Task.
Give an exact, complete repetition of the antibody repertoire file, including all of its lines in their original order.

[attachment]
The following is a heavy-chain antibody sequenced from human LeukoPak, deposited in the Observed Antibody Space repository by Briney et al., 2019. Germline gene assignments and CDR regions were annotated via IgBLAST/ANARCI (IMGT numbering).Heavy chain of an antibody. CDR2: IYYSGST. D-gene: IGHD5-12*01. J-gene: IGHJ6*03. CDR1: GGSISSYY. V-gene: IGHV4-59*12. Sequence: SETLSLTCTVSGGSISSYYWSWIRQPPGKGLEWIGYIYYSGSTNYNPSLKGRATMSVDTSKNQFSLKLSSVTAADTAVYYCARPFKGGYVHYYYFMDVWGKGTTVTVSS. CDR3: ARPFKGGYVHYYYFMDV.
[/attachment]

The following is a heavy-chain antibody sequenced from human LeukoPak, deposited in the Observed Antibody Space repository by Briney et al., 2019. Germline gene assignments and CDR regions were annotated via IgBLAST/ANARCI (IMGT numbering).Heavy chain of an antibody. CDR2: IYYSGST. D-gene: IGHD5-12*01. J-gene: IGHJ6*03. CDR1: GGSISSYY. V-gene: IGHV4-59*12. Sequence: SETLSLTCTVSGGSISSYYWSWIRQPPGKGLEWIGYIYYSGSTNYNPSLKGRATMSVDTSKNQFSLKLSSVTAADTAVYYCARPFKGGYVHYYYFMDVWGKGTTVTVSS. CDR3: ARPFKGGYVHYYYFMDV.